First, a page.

Lots of barrel racers use treeless saddles, so I'm not sure where that assessment came from - the Bob Marshall treeless barrel saddle is a favorite of all the barrel people I know.



  8. #8
    Join Date
    Jul. 25, 2003
    Location
    Boston Area
    Posts
    8,395

    Default

    I have been very happy with my Freeform saddle. I have used it on my old Trakehener (no withers) and my TB (more prominent withers).

    It is not my only saddle, though. I use it for hacking and for schooling dressage but I also have treed saddles.

    I wouldn't recommend a treeless saddle for barrel racing for the reasons that others have said.

    I too tried a hilason early on. It was rubbish. I suspect that some are okay. I've read they are made in job shops in India and the quality varies significantly from piece to piece.

    The used saddle market is very soft right now and you can likely find a much higher quality saddle for the same cost as a new hilason.

    In addition to the Freeform, I've heard good things about the Sensation saddles.
    Equine Ink - My soapbox for equestrian writings & reviews.
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  9. #9
    Join Date
    Jul. 17, 2009
    Location
    south eastern US
    Posts
    2,521

    Default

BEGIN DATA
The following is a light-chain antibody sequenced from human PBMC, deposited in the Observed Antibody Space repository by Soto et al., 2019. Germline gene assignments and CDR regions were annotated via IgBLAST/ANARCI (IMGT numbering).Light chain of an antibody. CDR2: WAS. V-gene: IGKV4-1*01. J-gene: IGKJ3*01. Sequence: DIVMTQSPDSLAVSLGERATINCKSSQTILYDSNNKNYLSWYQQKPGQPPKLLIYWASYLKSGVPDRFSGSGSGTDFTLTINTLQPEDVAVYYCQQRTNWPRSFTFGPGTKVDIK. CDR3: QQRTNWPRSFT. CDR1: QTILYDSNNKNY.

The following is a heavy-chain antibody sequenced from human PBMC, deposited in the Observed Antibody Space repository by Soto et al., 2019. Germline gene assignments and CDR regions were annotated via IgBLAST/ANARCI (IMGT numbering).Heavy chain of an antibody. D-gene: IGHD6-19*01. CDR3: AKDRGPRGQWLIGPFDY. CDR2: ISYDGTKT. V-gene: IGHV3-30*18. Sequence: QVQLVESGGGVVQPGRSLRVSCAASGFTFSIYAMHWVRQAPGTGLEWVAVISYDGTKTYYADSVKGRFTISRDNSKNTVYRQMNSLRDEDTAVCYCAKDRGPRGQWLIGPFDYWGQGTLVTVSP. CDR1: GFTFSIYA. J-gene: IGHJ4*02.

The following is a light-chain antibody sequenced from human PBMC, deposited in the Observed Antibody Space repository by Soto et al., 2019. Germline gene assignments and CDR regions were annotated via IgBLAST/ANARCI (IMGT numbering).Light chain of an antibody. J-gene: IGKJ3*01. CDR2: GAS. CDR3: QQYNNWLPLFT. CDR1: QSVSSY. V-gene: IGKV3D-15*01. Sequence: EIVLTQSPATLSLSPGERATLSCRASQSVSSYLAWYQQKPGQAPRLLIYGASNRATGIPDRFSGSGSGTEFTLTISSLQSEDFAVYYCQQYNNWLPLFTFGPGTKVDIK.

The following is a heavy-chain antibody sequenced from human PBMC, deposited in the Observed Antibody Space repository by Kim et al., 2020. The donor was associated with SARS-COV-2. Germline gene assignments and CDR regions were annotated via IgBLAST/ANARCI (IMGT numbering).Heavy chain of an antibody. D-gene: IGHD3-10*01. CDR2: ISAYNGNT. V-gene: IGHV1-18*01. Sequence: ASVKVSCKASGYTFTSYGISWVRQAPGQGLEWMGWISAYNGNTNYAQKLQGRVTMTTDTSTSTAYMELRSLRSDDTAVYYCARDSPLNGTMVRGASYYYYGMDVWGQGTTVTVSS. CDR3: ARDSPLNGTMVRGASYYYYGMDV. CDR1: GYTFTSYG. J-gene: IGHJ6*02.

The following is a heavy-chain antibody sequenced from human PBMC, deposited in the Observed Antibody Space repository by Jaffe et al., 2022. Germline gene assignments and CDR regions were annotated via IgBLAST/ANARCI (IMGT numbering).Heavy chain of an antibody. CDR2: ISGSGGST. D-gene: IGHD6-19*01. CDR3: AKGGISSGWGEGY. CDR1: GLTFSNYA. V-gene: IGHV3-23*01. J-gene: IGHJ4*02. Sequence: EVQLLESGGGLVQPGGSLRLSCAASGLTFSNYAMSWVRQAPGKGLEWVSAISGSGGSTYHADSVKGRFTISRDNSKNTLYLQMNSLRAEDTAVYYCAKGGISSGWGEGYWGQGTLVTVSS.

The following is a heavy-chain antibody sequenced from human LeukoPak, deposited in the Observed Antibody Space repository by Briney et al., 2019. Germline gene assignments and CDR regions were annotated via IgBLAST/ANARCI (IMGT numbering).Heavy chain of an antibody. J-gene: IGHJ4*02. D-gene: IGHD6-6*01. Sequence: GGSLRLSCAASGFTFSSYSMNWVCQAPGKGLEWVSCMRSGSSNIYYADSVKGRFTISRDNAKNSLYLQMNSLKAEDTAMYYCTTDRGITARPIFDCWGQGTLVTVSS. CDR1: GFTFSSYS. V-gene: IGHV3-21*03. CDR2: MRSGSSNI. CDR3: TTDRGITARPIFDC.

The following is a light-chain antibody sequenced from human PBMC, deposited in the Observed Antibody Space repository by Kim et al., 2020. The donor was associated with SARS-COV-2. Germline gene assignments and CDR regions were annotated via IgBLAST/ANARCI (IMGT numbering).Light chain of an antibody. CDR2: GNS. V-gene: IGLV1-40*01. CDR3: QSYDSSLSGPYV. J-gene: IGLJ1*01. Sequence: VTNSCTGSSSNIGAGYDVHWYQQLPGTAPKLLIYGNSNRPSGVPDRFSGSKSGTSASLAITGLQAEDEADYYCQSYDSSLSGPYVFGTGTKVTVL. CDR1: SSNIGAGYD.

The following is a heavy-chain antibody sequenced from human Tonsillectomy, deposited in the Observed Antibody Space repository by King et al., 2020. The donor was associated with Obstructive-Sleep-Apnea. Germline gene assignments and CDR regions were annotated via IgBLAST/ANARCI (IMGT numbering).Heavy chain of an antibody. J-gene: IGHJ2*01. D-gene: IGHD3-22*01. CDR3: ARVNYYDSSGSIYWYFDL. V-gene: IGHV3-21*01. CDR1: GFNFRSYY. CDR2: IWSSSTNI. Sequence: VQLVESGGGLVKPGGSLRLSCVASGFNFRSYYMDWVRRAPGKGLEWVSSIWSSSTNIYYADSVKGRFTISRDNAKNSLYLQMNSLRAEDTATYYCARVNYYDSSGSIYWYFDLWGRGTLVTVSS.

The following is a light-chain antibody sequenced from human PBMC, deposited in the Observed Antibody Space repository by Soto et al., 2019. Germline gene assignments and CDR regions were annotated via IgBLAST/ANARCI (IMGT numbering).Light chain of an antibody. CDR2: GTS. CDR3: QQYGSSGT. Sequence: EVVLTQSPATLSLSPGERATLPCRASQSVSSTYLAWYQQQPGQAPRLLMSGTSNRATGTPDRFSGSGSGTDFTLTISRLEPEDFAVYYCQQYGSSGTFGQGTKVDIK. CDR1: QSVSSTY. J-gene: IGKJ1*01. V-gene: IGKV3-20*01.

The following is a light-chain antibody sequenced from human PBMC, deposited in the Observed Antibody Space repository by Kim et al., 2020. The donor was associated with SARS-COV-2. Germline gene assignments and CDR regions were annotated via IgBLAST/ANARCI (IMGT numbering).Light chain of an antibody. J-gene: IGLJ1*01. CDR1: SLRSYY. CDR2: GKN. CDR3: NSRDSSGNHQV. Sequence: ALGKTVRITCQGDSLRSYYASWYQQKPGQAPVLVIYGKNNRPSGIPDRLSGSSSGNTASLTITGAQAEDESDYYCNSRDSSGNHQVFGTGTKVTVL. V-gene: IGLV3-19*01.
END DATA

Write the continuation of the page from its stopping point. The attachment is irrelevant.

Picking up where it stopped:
I too "just trail ride" and preferred a western saddle. When my younger gelding started showing signs of discomfort in my western saddle though I started looking for alternatives. I started out looking at the Bob Marshalls since that was literally the only treeless saddle that I knew of or had actually seen in person. I spent a lot of time on the Hilason website....this was before Bob Marshalls sued them for copying their styles so there were a lot of Bob Marsall look alikes on there. On someone's recommendation I joined the treeless saddles group on Yahoo! groups and googled every saddle mentioned. I found the Sensation Hybrid and was so intrigued by the design that I demoed one and eventually purchased it. It works perfect for my gelding, my senior mare and several of my friends' horses that I've used it on. This is literally the MOST comfortable saddle I've ever put between me and my horse. It is also suprisingly stable and secure for the rider. Unlike most of the other treeless saddles the Sensations have absolutely NO hard parts in them. The Sensations also tend to have more of a twist than many of the other treeless also, which is of concern to me since I have bad hips. They are built out foam, leather and velcroe. The quality is apparent as soon as you touch the saddle. These saddles are made to order so you are getting a custom made saddle just for you. The pricing is very reasonable for a custom made saddle. I know that I will have this saddle for a very long time. I demoed and purchased mine from Melissa at Freedom Treeless